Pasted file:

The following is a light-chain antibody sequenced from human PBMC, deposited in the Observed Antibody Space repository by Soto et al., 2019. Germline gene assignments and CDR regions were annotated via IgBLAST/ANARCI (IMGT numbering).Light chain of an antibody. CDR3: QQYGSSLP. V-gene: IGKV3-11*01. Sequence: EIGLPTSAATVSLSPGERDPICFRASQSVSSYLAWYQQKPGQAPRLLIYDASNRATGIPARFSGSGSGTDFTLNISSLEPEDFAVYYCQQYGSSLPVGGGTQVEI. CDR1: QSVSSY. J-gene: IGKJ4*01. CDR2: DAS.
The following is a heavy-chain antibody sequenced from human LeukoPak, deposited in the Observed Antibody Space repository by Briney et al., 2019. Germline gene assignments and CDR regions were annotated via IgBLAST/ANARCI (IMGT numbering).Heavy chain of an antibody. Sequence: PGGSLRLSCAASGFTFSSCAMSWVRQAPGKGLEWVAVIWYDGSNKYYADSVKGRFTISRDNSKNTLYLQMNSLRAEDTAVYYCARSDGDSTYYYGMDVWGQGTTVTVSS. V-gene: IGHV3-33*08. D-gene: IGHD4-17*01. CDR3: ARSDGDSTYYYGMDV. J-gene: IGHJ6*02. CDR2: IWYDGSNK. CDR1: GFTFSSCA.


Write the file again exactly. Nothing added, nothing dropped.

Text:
The following is a light-chain antibody sequenced from human PBMC, deposited in the Observed Antibody Space repository by Soto et al., 2019. Germline gene assignments and CDR regions were annotated via IgBLAST/ANARCI (IMGT numbering).Light chain of an antibody. CDR3: QQYGSSLP. V-gene: IGKV3-11*01. Sequence: EIGLPTSAATVSLSPGERDPICFRASQSVSSYLAWYQQKPGQAPRLLIYDASNRATGIPARFSGSGSGTDFTLNISSLEPEDFAVYYCQQYGSSLPVGGGTQVEI. CDR1: QSVSSY. J-gene: IGKJ4*01. CDR2: DAS.
The following is a heavy-chain antibody sequenced from human LeukoPak, deposited in the Observed Antibody Space repository by Briney et al., 2019. Germline gene assignments and CDR regions were annotated via IgBLAST/ANARCI (IMGT numbering).Heavy chain of an antibody. Sequence: PGGSLRLSCAASGFTFSSCAMSWVRQAPGKGLEWVAVIWYDGSNKYYADSVKGRFTISRDNSKNTLYLQMNSLRAEDTAVYYCARSDGDSTYYYGMDVWGQGTTVTVSS. V-gene: IGHV3-33*08. D-gene: IGHD4-17*01. CDR3: ARSDGDSTYYYGMDV. J-gene: IGHJ6*02. CDR2: IWYDGSNK. CDR1: GFTFSSCA.